On May 20, Srikumar Banerjee, chairman of the Indian Atomic Energy Commission (AEC), that the licensing and safety review of the plant would be carried out by India's own nuclear regulator instead of relying on vendors of the EPRs. About a month earlier, the prime minister's office announced legislation to create an independent nuclear regulatory agency to replace the existing AERB, long accused of lacking autonomy from the secretive AEC, which functions under the Official Secrets Act of 1923.
But the safety concerns refuse to go away.
Prof. M.V. Ramana, one of India's leading nuclear scientists, says he is especially concerned that nuclear suppliers successfully lobbied the Indian Parliament to pass a liability law capping compensation at around $462 million in the event of a mishap.
"This means that despite all the claims about safety, nuclear equipment manufacturers and suppliers know that catastrophic accidents are a possibility," said Ramana, who is currently a researcher with the Nuclear Futures Laboratory and at Princeton University's Woodrow Wilson School of Public and International Affairs.
"Areva itself claims unequaled safety levels for the EPRs being installed in Jaitapur, but the French are unwilling to accept unlimited liability in the event of an accident," Ramana said in a series of emails to SolveClimate News. "In fact, while in India, Sarkozy insisted on legislation that would indemnify Areva from the cost of a disaster."
Lessons from Fukushima
In a , Ramana said Fukushima has shown how "absurdly low" the $462 million cap really is. A new from the finds that dealing with the aftermath of the Japan nuclear disaster could cost between $70 billion and $245 billion.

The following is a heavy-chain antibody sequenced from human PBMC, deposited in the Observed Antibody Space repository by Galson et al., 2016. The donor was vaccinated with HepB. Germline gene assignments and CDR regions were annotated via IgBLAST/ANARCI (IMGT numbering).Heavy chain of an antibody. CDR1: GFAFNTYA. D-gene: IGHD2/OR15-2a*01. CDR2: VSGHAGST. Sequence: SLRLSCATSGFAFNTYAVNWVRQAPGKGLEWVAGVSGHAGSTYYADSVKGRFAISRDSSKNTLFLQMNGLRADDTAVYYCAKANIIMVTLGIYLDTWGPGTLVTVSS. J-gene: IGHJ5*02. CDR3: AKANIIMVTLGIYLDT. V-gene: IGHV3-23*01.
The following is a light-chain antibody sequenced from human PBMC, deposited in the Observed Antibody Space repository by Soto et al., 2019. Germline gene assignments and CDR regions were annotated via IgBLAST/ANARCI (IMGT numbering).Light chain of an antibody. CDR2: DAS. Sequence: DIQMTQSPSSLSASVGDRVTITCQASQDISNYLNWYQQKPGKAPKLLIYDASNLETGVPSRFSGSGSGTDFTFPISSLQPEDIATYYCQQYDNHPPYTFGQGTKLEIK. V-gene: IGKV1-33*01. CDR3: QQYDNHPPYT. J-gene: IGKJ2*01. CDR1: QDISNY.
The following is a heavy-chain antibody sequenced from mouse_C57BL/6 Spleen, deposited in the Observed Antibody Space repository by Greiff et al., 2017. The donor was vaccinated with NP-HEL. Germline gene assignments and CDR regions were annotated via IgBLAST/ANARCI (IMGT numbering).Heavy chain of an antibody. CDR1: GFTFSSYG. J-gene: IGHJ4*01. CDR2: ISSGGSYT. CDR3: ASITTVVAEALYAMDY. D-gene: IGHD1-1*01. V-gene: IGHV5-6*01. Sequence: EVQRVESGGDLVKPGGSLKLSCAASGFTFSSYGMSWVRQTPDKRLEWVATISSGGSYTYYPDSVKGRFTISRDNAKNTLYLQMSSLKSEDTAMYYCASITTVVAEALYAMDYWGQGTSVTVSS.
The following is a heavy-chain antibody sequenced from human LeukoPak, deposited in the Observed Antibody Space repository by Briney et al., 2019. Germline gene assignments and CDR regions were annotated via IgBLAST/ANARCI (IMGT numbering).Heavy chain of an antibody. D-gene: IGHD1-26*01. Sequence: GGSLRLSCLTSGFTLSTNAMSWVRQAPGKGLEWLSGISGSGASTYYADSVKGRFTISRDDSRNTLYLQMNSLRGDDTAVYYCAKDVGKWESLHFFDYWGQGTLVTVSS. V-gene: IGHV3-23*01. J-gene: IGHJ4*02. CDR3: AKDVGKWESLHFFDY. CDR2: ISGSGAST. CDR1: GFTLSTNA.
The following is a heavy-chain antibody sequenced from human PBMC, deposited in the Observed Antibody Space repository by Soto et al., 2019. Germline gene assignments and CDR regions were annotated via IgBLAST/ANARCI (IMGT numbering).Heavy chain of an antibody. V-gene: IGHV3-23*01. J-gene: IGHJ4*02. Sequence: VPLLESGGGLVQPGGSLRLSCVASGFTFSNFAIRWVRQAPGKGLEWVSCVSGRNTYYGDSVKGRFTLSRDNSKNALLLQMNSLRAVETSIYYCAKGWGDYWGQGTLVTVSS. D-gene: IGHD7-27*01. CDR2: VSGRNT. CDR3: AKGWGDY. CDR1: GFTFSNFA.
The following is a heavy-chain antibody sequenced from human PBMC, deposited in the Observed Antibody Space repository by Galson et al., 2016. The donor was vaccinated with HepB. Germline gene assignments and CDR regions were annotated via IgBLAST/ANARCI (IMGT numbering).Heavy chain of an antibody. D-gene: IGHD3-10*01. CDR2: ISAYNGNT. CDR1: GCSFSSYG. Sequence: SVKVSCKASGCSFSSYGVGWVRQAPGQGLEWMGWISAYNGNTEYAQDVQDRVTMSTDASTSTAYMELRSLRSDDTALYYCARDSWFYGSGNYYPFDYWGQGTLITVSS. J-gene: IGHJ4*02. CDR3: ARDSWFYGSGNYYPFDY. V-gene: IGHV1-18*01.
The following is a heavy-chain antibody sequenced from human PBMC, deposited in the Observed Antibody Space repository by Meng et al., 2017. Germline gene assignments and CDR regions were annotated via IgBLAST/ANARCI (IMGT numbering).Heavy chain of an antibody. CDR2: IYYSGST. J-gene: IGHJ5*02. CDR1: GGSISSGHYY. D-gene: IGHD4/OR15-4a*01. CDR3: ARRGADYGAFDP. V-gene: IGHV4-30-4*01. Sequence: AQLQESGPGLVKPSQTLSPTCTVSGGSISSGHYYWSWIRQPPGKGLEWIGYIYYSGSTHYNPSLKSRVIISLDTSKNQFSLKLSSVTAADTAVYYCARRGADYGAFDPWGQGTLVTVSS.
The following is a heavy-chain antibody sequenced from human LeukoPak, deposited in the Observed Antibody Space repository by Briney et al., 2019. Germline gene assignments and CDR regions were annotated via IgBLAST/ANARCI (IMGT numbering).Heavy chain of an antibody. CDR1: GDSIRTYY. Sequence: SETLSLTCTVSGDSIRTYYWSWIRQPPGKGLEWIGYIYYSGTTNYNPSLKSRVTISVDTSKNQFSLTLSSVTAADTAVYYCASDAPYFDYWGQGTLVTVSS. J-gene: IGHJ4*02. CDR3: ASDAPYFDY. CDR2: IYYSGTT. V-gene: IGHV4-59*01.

Ramana further argues that Fukushima has revealed the potential folly of constructing nuclear mega-complexes of the type that India plans to build at Jaitapur, and at five other locations along India's long peninsular coastline.
"The potential damage from an accident at a mega-complex is much larger than that from an accident at a single reactor," said Ramana. "Also, a mega-complex accident at one reactor can damage co-located reactors and hamper emergency operations in the entire complex."
Marine Ecology and Biodiversity
For now the NPCIL has yielded to complaints that the EIA does not factor in possible damage to marine ecology and biodiversity in the Konkan area by announcing that it would undertake a separate study led by A.R. Rahmani, director of the venerable , founded in 1883.
The NPCIL study, to be completed within a year, has a budget of about $1.5 million and will include a "comprehensive marine and biodiversity management plan," according to the letter of intent submitted on May 16 to the environment ministry.
But the announcement of the study has been greeted with some skepticism.
"Why are they doing this now?" said Debi Goenka, a leading member of the well-known, Mumbai-based that opposes the Jaitapur project. "Normally all this should have been part of the EIA."
Water Temperature Debate